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Poster Art

Our new project for all our groups will be inspired by the work of the 1930’s poster artist Leslie Carr. The simplified use of shapes  and harmonious  colour in the paintings is, paradoxically, very much of its time but also quite contemporary!

‘Leslie Carr was a painter and poster designer. Born in London, during World War I, Carr served as a Lieutenant in the Tank Corps. He received no formal art training but, naturally talented, he went on to design many architectural, marine and river scenes and by the late 1920s was a successful commercial artist. He also produced numerous posters including for Southern Railway, London & North Eastern Railway and British Railways. He also drew for Morris cars and Motor Magazine and designed the poster 'Holidays Abroad: Normandy & Brittany' in 1931, and also designed posters for London County Council Tramways. During World War II, Carr served as a fireman and participated in a number of exhibitions by firemen artists. Carr was a member of the Society of Marine Artists and he died in Hove, Sussex.’ (Artuk) 

The more I look at their work, the more I appreciate their drawing skills, use of colour, and wonderful compositions. I made some reference to how these artists were influenced by Post Impression, and the Fauvist artist Andre Derain. I’ve added a painting by Derain, as well as a New Brighton poster to illustrate this connection in terms of colour, the use of shapes, and composition.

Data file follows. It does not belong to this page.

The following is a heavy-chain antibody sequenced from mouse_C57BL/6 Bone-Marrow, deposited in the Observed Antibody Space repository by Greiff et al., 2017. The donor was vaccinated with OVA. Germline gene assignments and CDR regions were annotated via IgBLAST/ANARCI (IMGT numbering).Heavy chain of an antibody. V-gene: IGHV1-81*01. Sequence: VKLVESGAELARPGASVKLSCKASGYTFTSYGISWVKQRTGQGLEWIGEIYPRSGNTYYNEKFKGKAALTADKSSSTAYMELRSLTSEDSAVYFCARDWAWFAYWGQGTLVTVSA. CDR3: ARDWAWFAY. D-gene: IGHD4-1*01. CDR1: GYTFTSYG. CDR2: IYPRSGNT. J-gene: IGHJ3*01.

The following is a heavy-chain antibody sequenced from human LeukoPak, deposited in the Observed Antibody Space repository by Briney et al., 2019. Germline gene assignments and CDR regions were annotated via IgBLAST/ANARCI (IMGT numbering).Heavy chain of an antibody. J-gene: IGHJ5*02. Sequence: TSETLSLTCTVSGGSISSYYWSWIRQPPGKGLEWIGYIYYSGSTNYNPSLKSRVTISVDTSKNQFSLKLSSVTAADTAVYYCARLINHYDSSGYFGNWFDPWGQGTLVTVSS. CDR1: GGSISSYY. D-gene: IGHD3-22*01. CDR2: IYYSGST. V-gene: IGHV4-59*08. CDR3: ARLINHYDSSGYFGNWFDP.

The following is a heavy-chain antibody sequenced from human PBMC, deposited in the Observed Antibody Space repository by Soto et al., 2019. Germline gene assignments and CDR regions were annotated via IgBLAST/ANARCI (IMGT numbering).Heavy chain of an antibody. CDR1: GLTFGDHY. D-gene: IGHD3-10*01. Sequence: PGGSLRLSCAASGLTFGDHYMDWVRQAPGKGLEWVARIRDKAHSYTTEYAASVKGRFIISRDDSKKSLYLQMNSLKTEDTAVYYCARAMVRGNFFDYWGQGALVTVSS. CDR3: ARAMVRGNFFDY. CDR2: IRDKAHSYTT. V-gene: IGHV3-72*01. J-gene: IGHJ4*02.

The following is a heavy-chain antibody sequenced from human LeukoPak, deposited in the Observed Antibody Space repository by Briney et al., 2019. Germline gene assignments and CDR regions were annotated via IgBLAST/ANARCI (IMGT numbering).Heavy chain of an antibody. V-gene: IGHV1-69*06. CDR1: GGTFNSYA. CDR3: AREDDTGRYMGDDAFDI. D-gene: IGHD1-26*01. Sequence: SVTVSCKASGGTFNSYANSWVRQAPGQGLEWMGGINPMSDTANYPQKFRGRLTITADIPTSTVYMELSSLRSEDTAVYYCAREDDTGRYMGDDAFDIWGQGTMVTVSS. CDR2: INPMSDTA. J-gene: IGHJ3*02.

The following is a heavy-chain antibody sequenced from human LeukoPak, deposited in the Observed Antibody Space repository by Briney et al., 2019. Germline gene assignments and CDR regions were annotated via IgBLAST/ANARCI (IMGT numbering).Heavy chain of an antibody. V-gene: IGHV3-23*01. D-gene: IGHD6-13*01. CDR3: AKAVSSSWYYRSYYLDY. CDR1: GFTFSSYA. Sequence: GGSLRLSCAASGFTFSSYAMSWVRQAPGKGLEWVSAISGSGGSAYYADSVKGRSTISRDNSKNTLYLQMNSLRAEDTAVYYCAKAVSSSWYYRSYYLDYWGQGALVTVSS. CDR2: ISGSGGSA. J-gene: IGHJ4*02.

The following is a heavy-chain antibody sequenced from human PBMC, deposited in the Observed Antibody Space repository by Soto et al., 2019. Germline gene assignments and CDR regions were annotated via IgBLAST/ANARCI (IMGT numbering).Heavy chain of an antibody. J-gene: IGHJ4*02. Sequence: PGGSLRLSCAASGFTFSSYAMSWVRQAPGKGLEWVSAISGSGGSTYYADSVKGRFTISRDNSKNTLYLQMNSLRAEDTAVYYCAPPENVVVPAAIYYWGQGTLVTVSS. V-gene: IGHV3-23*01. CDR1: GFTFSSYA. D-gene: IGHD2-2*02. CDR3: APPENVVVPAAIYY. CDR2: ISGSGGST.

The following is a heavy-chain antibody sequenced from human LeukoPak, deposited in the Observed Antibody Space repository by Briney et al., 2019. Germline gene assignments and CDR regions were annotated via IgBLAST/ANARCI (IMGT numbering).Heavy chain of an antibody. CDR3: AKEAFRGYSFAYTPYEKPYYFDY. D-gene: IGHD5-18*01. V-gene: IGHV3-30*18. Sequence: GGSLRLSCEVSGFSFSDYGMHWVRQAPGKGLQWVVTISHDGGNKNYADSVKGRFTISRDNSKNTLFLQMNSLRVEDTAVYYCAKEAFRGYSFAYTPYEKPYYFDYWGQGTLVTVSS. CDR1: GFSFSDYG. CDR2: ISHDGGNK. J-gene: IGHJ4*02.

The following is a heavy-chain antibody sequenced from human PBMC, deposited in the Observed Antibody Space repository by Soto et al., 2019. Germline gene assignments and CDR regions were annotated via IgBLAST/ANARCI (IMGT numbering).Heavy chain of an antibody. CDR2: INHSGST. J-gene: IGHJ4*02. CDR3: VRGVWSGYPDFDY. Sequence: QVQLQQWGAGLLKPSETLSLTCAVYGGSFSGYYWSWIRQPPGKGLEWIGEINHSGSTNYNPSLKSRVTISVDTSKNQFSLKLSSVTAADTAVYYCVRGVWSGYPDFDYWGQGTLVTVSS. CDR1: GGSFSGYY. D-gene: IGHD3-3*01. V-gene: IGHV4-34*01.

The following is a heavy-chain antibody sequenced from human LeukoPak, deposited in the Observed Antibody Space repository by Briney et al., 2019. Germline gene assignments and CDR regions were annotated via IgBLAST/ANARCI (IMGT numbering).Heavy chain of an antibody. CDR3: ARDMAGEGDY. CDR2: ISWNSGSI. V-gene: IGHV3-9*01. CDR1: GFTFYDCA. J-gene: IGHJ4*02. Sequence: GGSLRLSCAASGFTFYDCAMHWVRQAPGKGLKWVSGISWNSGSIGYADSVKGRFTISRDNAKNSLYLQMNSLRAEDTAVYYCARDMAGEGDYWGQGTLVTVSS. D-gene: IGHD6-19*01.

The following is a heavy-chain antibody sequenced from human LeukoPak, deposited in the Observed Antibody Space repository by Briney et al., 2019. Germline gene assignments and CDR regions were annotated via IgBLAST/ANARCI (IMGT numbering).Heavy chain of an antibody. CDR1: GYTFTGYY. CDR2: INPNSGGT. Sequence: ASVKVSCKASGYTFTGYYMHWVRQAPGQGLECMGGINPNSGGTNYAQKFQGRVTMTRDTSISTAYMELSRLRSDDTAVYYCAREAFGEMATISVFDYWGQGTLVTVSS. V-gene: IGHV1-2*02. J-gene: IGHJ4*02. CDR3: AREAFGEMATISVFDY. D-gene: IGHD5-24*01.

Early Railway Posters

‘Early railway posters were produced by letterpress and consisted of text with no images. It was once lithography printing became cheaper in the twentieth century that we began to see little vignettes and, eventually, the large scenes we've become familiar with on these posters. The posters advertised for various rail companies and the destinations they serve.The optical simplifications of flat colour required the careful consideration of how two-dimensional shapes were understood through the cognitive mechanisms of perception as three-dimensional space. In practice, this depended on the careful consideration of the use of black as a key to both printing and perception.

Anyone who has seen a series of progressive proofs of posters will recognize the magic of how the design becomes unified through the addition of the final black. Somehow, the black printing tricks the eye into understanding the different areas of flat color as distributed in space. This powerful visual trick also had the effect of implying a heightened level of illumination. In its most extreme form, the poster appears as bright as if the scene was illuminated from within. This lighting is perfect for rendering views associated with seaside and open air—the traditional subjects of the railway poster.’ (ArtUK)

 More information is available via this link. 

In practical terms, the large-scaled lithographic presses used to produce the railway posters were, even in the 1930s, old machines which perished in the use of litho stones and maintained the craft traditions of hand-drawn colour separations and carefully judged colour effects. The process of Lithography is detailed via this web site


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